K.N. Waltz suggests a different approach to studying the concept of security, namely the analysis should be centred on individuals, states and the international system (p170). Whilst Buzan developed the concept of security of Waltz. He concluded that the concept could best be served at all levels by a multi-layered approach. The security interest in this case could begin from the defence strategy to include all segments of the community to participate in the National Security. The national security policy could than be crafted based on self reliance to resolve conspicuous vulnerabilities be it in the political, economic, social or military arena of the state. Additionally there could be security grouping among a group of States (such as the FPDA). These could take the form of alliances and defense communities formalised, like Malaysia/US bilateral defence debate cooperation, establishments of zones of peace (ZOPFAN, TAC, SEANFWEZ), arm purchase arrangements, dispute settlement procedures and arms production and purchase agreement. At the highest level of the multilateral process there is the UN. The UN is the focus for dialogues, interactions and mechanism for creating peace and security international law and order. 
      Abdul Menem M. Al-Marhat talks about challenges faced by Third World countries in national security (p18). According to him there is a need to create a balance between multifaceted requisites of socioeconomic and political developments and the problems of maintaining internal stability and national defence. This is exactly what Malaysia did in profiling its security interest requirements. In this situation, it will not be sufficient just to emphasize on the international security threats from war and violence without taking into account the socioeconomic vulnerabilities to attain development and well being of its citizens. 
      In Malaysia, there is the imperative of maintaining national unity and harmony of its diverse community in term of race, religion and culture as well as establishing international cooperation as part of its national security strategy. The national unity and harmony factor will ensure cohesion for consensus building efforts for national integration. (As prescribed under Vision 2020). In order for the government to be sustainable and obtain legitimacy, it has to satisfy the needs and wants of its people, socially and politically. In this regard the policy option available is through induction of a national ideology and laws that will ensure order and political stability. Examples the (Sedition Act) or (Internal Security Act to sustain political stability and law and order). In a democratic system this approach is considered as coercion by means of oppressive laws that limits freedom and democracy. However, the outcome from it was the political stability and internal security. Security in this context was taken from the couple of the domestic, regional and international perspectives (p19).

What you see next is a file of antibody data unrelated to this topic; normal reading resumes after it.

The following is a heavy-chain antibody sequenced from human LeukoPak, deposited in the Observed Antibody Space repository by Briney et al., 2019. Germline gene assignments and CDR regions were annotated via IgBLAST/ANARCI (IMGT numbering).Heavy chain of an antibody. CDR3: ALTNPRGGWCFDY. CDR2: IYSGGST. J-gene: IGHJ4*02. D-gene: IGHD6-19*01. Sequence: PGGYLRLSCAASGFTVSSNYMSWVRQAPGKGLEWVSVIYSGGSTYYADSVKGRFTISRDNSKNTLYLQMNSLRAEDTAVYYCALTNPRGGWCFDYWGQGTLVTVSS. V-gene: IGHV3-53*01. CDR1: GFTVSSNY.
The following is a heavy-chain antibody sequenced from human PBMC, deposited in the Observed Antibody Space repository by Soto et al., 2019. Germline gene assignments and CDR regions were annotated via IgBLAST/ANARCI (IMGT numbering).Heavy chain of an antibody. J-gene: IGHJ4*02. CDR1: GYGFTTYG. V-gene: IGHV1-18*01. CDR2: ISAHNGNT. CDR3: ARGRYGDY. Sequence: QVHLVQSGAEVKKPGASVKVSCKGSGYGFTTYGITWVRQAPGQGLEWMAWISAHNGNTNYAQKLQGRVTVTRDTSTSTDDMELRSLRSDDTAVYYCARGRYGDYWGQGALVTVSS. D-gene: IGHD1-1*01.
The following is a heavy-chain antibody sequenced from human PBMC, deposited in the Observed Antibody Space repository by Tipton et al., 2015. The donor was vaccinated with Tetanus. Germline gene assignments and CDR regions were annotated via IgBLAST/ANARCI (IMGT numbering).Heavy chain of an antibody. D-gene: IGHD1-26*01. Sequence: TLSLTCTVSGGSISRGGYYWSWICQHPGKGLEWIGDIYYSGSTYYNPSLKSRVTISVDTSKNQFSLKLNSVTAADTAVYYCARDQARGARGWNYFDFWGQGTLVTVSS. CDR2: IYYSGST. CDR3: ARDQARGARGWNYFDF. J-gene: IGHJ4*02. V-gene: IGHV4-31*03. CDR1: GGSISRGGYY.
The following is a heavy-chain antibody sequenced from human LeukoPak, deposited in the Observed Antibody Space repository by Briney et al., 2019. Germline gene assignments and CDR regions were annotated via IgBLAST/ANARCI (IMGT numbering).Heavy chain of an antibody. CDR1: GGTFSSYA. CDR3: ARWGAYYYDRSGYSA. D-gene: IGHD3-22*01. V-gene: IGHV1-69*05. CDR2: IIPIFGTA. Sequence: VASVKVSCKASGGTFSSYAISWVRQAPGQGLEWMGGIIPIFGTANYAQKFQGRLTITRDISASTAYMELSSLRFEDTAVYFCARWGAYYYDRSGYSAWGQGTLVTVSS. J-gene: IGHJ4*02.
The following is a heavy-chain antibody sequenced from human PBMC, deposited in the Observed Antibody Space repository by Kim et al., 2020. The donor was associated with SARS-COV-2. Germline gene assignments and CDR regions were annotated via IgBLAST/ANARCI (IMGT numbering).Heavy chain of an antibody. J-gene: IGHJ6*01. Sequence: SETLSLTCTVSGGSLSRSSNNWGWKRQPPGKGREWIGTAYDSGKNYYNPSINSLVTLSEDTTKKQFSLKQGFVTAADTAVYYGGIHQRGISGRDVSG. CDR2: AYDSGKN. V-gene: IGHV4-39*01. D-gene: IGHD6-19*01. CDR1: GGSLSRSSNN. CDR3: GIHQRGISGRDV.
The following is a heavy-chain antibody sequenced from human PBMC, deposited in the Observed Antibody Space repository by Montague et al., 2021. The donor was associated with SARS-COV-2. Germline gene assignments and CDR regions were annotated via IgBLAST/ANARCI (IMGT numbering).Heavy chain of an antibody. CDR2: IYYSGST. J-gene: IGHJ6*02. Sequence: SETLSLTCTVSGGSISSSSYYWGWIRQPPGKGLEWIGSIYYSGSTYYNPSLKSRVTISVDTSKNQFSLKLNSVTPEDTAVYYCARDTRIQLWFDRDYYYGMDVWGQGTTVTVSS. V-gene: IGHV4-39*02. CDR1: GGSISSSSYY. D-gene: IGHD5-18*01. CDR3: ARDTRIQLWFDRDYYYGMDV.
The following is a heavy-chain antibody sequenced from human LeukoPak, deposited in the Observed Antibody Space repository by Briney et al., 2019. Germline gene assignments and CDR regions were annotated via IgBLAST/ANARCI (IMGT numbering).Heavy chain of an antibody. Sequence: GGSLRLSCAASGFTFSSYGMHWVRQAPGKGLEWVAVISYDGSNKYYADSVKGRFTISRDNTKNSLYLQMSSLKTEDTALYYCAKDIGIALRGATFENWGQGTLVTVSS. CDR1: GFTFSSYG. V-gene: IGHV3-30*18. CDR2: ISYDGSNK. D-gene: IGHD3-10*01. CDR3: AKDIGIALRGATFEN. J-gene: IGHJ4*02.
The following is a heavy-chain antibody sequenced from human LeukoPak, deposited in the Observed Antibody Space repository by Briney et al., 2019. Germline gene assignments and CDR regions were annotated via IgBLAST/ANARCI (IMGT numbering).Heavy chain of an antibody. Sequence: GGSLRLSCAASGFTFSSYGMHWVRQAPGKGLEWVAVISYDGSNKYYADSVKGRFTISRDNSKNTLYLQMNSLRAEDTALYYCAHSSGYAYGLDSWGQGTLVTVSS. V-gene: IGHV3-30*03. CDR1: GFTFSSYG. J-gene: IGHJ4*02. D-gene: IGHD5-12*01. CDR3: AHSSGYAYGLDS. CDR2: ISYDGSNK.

Mohammad Ayob says like any other Third World country that possessed diversity, the domestic dimension of security plays a most significant role. Vulnerabilities left by itself can explode into internal strife and conflicts (May 13, 1969 racial riots). These internal conflicts can end up into interstate conflicts which may cause instability. In some instances it might bring about neighbouring countries to intervene in the internal affairs or under the international humanitarian law by major powers either unilaterally, which action would subsequently then be legitimized through the UNSC. (The bombing of Afghanistan and the invasion of Iraq by US/West and its coalition partners). In the era of Dr. Mahathir the NI and FP of Malaysia was strongly grounded on the principle of non-interference on the domestic affairs of another nation state. Malaysia also refused to accept the right of pre-emptive strike. The Civil War in Pakistan between East and West Pakistan, caused India to intervene. The conflict was finally resolved through the establishment of the state of Bangladesh. 
      William Asher and William H, talks about strategic planning based on a fixed interests, juxtaposed with a fixed environment, to craft a strategy taking into account the national interests subject to the constraints of the geopolitical environment.